Citibank, the nation's largest credit card company, is beginning a new system to block customers from using their plastic to make online wagers, New York attorney general Eliot Spitzer said June 14.
Spitzer, who pushed the agreement with Citibank, said he could not yet answer whether the new policy will apply to companies involved in pari-mutuel wagering. But, when asked if he knew of any online betting that is legal, Spitzer said: "I'm not aware of it, not in New York state."
The attorney general said the actions by Citibank, which has 12% of the nation's credit card consumers, should compel other major issuers to follow suit. He said his office would be approaching the other firms to join Citibank.
"Today is a critical step forward,'' Spitzer said. He said the move by Citibank "says to the rest of the industry we think this is the right thing to do.''
The deal represents both a financial and technical step forward on the part of prosecutors and others trying to enforce laws against internet wagering. Spitzer said going after online wagering companies is difficult because they are often located off-shore. And prosecutors like Spitzer have been reluctant, so far, to go after gamblers themselves.
"Increasingly, the choke point where we can enforce the law will be at the point of financial transaction itself through the financial interest that pays for the online activity,'' Spitzer said in announcing the Citibank agreement.
The credit card company will block online wagering by refusing to process transactions that are coded as coming from a company involved in the wagering business. Spitzer said a company that misleads Citibank for the coding purposes would face the loss of its relationship with the credit card company. The policy will pertain to bettors who use their cards to make individual bets or to replenish wagering accounts with online companies.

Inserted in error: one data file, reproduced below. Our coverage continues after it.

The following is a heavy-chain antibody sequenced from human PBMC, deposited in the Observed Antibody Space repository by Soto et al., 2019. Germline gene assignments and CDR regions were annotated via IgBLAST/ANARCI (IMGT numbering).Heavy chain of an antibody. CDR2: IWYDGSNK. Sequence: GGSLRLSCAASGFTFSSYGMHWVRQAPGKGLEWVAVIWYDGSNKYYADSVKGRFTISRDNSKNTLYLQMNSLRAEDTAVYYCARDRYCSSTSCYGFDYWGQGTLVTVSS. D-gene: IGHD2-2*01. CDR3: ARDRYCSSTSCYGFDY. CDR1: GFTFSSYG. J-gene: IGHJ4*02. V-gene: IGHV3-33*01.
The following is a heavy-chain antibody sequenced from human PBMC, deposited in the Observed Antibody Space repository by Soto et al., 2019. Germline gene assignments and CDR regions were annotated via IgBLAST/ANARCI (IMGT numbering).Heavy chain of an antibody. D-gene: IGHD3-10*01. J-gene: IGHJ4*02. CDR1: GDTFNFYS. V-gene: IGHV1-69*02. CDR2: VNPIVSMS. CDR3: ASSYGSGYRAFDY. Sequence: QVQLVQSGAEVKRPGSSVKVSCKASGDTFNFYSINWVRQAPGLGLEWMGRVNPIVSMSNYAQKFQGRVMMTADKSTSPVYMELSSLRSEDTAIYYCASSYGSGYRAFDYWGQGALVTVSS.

The Citibank move is not the first by a credit card company, but it is the largest company to act against online gambling; others that have blocked Internet wagering include Bank of America, Fleet, and Chase Manhattan Bank.
Experts said Spitzer's agreement with Citibank could have significant consequences. Bennett Liebman, coordinator of the Program on Racing and Wagering Law at Albany Law School, said the deal could spur action in Washington, D.C., on proposed measures to make it illegal for gambling companies to accept credit cards.
"One of the questions about these bills has been whether or not this type of ban is feasible,'' Liebman said. "If a ban is, in fact, feasible, then this might be an incentive to pass this legislation.''
Liebman said it is too soon to determine the impact on the pari-mutuel industry.
"If (the attorney general) thinks that (TV Games Network) and XpressBet (operated by Magna Enterntainement) are involved with illegal gambling with New York state residents, then this has a significant impact,'" Liebman said.
The "problem is under the way Spitzer appears to view the law, you can't tell what he views is legitimate account wagering," Liebman said.
A Citibank spokeswoman was not available for comment. But in a written statement, Maria Mendler said the steps to block online gambling transactions are now in place. She said the company has also agreed, as part of the deal with Spitzer, to contribute $400,000 to gambling counseling programs.
"Citibank agreed to take these steps to help alleviate concerns raised by the attorney general about the impact that gambling on credit may have on New York residents," Mendler said.
She said the gambling transactions have also increased losses for the company due to fraud and higher delinquency rates.
Spitzer said his office made no legal threats against Citibank, but "explained there was a theory of legal liability" associated with letting credit cards be used for online wagering.